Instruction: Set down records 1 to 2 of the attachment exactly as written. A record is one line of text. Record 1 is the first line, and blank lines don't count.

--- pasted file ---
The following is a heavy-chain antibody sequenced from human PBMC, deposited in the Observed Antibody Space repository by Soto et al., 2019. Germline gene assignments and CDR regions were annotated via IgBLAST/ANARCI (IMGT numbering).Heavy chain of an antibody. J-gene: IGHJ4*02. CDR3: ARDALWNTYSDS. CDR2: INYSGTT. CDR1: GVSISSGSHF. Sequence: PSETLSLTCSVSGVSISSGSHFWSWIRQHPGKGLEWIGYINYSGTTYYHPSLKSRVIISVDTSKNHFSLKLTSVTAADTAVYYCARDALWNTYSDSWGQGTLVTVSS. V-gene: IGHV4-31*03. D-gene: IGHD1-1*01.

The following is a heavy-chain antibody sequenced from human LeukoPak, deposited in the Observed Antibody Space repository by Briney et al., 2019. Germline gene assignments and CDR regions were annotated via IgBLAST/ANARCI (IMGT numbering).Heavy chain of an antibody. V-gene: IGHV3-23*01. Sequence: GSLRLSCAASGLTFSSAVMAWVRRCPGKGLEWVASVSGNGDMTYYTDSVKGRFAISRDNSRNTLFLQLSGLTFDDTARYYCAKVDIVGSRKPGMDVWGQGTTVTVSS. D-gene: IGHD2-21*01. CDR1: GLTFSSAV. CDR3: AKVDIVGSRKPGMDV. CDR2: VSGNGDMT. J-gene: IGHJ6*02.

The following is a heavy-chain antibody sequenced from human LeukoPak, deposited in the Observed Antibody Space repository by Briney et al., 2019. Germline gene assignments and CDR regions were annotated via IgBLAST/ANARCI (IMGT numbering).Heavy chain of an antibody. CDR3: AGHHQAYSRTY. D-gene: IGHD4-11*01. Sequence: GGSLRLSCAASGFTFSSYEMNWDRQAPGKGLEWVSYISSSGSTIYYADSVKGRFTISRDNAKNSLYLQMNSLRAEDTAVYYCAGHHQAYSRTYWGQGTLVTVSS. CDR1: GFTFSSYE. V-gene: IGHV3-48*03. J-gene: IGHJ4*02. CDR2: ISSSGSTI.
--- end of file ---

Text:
The following is a heavy-chain antibody sequenced from human PBMC, deposited in the Observed Antibody Space repository by Soto et al., 2019. Germline gene assignments and CDR regions were annotated via IgBLAST/ANARCI (IMGT numbering).Heavy chain of an antibody. J-gene: IGHJ4*02. CDR3: ARDALWNTYSDS. CDR2: INYSGTT. CDR1: GVSISSGSHF. Sequence: PSETLSLTCSVSGVSISSGSHFWSWIRQHPGKGLEWIGYINYSGTTYYHPSLKSRVIISVDTSKNHFSLKLTSVTAADTAVYYCARDALWNTYSDSWGQGTLVTVSS. V-gene: IGHV4-31*03. D-gene: IGHD1-1*01.

The following is a heavy-chain antibody sequenced from human LeukoPak, deposited in the Observed Antibody Space repository by Briney et al., 2019. Germline gene assignments and CDR regions were annotated via IgBLAST/ANARCI (IMGT numbering).Heavy chain of an antibody. V-gene: IGHV3-23*01. Sequence: GSLRLSCAASGLTFSSAVMAWVRRCPGKGLEWVASVSGNGDMTYYTDSVKGRFAISRDNSRNTLFLQLSGLTFDDTARYYCAKVDIVGSRKPGMDVWGQGTTVTVSS. D-gene: IGHD2-21*01. CDR1: GLTFSSAV. CDR3: AKVDIVGSRKPGMDV. CDR2: VSGNGDMT. J-gene: IGHJ6*02.